Of all the cover crops we have ever used this pea, is the most user friendly. Unlike the grain cover crops, this pea dies out when hot weather arrives. You should be able to find it at most farm supplies & buy it by the pound. We get 50LBs for $72.00.

Remember please, let me know how we go about puting up pictures here at DYI, so we can have a colorful forum.

Marturo
 
  #10  
Old 08-09-02, 12:47 AM
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Hi all

Getting hungry reading about all your efforts!

We've only got a small veggie patch (2 tomato plants of unknown parentage) and are looking forward to the fruits from them, but nothing like your's...

If I could get the hostas and hemerocallis off Marie's priority lists, maybe we'd be dining from garden to plate, too

Couldn't sleep, so I went back in the posts - Here's the thread Eric started back in April about posting pics here - I haven't tried to figure out the techie stuff (somewhat technically challenged at times - I'll stick to the easy method over at Sierra), but I think everyone else on this thread has...

http://forum.doityourself.com/showth...threadid=88718

Marturo, nice website! I noticed that you've mentioned Linda, but not yourself (by name)...

Great pics!!!

Bestest

Howie
 
  #11  
Old 08-09-02, 06:47 AM
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Smile Is a picture worth a thousand words?

Good Morning Howie,

I thought I would look in before picking Raspberries. Wow! I see what you mean about the pics.

As you noticed i'm not a techie, I forgot to put my own name on my website LOL. Thanks for the kind words about our site

I still feel a lot more at home behind a Troy Bilt than working with a website. I keep trying & maybe i'll take a course this winter.

Well folks I guess for now at least we should post our pics over at Sierra, until we get a techie grower to show us the way.

That's ok we have a great bunch of gardeners here, & I know I have learned a lot.

I feel lately that I have had all my spare time taken up trying to gain access to our Domain Name. Our present web host will not call back or reply to my e-mails. So I am waiting for the people who regestered our Domain Name to send the user name & password.

Then I can open it and move over to the new Web Host who might fix it when it does not work. What a mess this whole thing has turned out to be.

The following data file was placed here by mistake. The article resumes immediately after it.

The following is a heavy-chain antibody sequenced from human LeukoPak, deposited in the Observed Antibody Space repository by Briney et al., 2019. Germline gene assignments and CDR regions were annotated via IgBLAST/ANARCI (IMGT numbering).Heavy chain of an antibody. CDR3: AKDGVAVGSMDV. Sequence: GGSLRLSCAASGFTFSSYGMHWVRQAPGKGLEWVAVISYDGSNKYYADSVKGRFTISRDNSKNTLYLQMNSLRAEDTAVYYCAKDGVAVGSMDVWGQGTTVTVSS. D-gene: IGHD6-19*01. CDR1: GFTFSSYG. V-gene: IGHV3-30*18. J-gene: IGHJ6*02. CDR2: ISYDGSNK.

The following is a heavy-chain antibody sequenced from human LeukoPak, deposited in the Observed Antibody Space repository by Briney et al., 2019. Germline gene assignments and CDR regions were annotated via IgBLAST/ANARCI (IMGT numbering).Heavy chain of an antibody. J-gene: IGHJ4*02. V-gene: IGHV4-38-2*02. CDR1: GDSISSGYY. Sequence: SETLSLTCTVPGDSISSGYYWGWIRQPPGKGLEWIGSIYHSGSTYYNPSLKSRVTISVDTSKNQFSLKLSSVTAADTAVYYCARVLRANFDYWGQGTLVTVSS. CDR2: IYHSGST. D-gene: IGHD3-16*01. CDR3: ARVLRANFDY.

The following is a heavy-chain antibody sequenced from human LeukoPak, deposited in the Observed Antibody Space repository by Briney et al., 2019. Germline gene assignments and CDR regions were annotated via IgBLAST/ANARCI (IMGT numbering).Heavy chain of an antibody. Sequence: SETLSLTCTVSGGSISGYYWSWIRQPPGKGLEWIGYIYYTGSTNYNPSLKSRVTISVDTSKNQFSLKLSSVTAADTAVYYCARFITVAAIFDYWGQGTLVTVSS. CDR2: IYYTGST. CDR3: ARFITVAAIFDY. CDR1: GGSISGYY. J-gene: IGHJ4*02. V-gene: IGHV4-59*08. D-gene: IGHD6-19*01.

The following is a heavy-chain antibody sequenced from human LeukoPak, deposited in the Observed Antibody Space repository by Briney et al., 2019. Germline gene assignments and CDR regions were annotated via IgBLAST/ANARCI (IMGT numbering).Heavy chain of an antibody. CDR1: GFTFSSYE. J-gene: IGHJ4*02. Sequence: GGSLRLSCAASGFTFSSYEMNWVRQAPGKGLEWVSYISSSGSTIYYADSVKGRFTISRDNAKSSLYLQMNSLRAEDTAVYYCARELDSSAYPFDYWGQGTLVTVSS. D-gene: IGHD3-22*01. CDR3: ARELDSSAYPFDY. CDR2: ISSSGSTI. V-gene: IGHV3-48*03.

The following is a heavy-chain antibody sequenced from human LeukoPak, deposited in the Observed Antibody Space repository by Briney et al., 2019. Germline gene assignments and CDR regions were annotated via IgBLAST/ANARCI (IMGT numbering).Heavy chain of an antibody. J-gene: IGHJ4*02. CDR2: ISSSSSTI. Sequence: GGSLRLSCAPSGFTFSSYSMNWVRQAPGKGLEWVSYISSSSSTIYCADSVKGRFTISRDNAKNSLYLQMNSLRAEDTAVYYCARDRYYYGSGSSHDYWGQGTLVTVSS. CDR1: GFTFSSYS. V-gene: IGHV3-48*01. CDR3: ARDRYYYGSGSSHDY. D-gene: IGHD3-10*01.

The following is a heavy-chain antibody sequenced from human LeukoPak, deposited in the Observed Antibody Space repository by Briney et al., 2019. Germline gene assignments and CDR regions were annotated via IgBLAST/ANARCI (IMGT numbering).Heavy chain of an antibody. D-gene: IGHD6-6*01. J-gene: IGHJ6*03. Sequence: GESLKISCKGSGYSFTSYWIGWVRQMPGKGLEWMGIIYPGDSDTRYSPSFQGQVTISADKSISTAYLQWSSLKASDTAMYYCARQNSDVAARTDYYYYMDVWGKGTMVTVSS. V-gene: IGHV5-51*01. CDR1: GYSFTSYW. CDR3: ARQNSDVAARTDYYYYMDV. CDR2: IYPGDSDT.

The only advice I can give is when you get a domain name allways get the user name and password so you can manage it. I may be the only person left, who didn't know that, but I won't make that mistake again.

Gotta go Pick see you all later
Marturo
 
  #12  
Old 08-14-02, 10:43 AM
northgardengal
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Hi all!

Gosh what a great thread this has turned out to be!

I have finally come to grips with the harsh reality of this drought we're experiencing here in Virginia (and I know we are not the only ones): I can water thoroughly one day, and the plants are sad and bone dry the next. The ground is sucking all the moisture downward past the roots and all. After having one well run completely dry this summer, I feel very sensitive to our usage of water. I cannot imagine how a commercial farm manages during times like these.

Marturo - what a great site you've created! Now that I have been drawn to the wonderful world of vegetable gardening, I wish I could do something like what you and your family do! The fall/winter cover crop of Austrian winter peas sounds very interesting since I am trying to consider a cover crop now. The virtues of planting a winter crop are numerous. My garden is very small (18' x25') and I may do a couple of limited plantings of spinach, garlic, collards, onions, and some lettuce and cover crop the rest.

On the eggplant - Eric I see my first one coming! I noticed it about 3 days ago., and it's almost the size of a golfball. Now, the question to you guys is: how long before the great harvest?

Eric - were there any signs of the vine borer prior to their hostile takeover? Just curious since my squash is looking a little sad, some ouside leaves have over night drooped and browned.

Gami - I don't think I do have mice from your description of their evidence! Casper, my cat won't have any thing to do with mice so he would be of not help there! I did scold him over that bird in his mouth. I guess I am a bad "mommy" for that, but I just can't stand the fact that we've earned the priviledge (sp.?) of the birds' presence here and then my well-fed cat goes after them. I keep him inside 100% of the time now! Lots of treats and lots of love! Grrrrr......